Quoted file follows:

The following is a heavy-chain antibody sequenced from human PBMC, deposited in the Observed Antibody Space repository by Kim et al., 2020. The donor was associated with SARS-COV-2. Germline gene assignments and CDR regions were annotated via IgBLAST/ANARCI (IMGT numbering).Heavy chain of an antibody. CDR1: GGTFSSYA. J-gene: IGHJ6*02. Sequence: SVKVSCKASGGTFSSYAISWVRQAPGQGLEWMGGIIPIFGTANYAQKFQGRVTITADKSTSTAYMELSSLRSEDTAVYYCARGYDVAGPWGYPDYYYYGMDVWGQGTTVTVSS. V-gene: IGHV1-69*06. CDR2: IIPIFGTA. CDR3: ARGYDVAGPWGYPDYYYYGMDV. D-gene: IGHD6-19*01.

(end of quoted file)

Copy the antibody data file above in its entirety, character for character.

The following is a heavy-chain antibody sequenced from human PBMC, deposited in the Observed Antibody Space repository by Kim et al., 2020. The donor was associated with SARS-COV-2. Germline gene assignments and CDR regions were annotated via IgBLAST/ANARCI (IMGT numbering).Heavy chain of an antibody. CDR1: GGTFSSYA. J-gene: IGHJ6*02. Sequence: SVKVSCKASGGTFSSYAISWVRQAPGQGLEWMGGIIPIFGTANYAQKFQGRVTITADKSTSTAYMELSSLRSEDTAVYYCARGYDVAGPWGYPDYYYYGMDVWGQGTTVTVSS. V-gene: IGHV1-69*06. CDR2: IIPIFGTA. CDR3: ARGYDVAGPWGYPDYYYYGMDV. D-gene: IGHD6-19*01.